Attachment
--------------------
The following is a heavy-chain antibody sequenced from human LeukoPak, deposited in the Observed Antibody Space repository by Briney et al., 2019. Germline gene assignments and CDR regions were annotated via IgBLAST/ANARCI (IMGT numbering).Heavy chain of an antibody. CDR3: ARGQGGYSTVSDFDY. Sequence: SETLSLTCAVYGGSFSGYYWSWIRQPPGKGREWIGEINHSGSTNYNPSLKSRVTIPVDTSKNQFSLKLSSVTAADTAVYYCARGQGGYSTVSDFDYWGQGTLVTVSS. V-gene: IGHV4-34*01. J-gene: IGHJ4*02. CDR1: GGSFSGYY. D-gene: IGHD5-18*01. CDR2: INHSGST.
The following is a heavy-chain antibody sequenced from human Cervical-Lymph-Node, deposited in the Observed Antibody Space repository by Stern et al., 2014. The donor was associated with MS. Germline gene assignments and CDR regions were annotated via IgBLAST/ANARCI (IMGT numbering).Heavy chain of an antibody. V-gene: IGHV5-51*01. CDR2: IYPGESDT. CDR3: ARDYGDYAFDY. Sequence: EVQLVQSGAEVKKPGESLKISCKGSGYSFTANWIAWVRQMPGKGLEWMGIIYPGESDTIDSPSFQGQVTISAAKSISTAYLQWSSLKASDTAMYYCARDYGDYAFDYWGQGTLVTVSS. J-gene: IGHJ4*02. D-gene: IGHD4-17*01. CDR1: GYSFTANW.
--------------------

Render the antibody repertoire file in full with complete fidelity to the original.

The following is a heavy-chain antibody sequenced from human LeukoPak, deposited in the Observed Antibody Space repository by Briney et al., 2019. Germline gene assignments and CDR regions were annotated via IgBLAST/ANARCI (IMGT numbering).Heavy chain of an antibody. CDR3: ARGQGGYSTVSDFDY. Sequence: SETLSLTCAVYGGSFSGYYWSWIRQPPGKGREWIGEINHSGSTNYNPSLKSRVTIPVDTSKNQFSLKLSSVTAADTAVYYCARGQGGYSTVSDFDYWGQGTLVTVSS. V-gene: IGHV4-34*01. J-gene: IGHJ4*02. CDR1: GGSFSGYY. D-gene: IGHD5-18*01. CDR2: INHSGST.
The following is a heavy-chain antibody sequenced from human Cervical-Lymph-Node, deposited in the Observed Antibody Space repository by Stern et al., 2014. The donor was associated with MS. Germline gene assignments and CDR regions were annotated via IgBLAST/ANARCI (IMGT numbering).Heavy chain of an antibody. V-gene: IGHV5-51*01. CDR2: IYPGESDT. CDR3: ARDYGDYAFDY. Sequence: EVQLVQSGAEVKKPGESLKISCKGSGYSFTANWIAWVRQMPGKGLEWMGIIYPGESDTIDSPSFQGQVTISAAKSISTAYLQWSSLKASDTAMYYCARDYGDYAFDYWGQGTLVTVSS. J-gene: IGHJ4*02. D-gene: IGHD4-17*01. CDR1: GYSFTANW.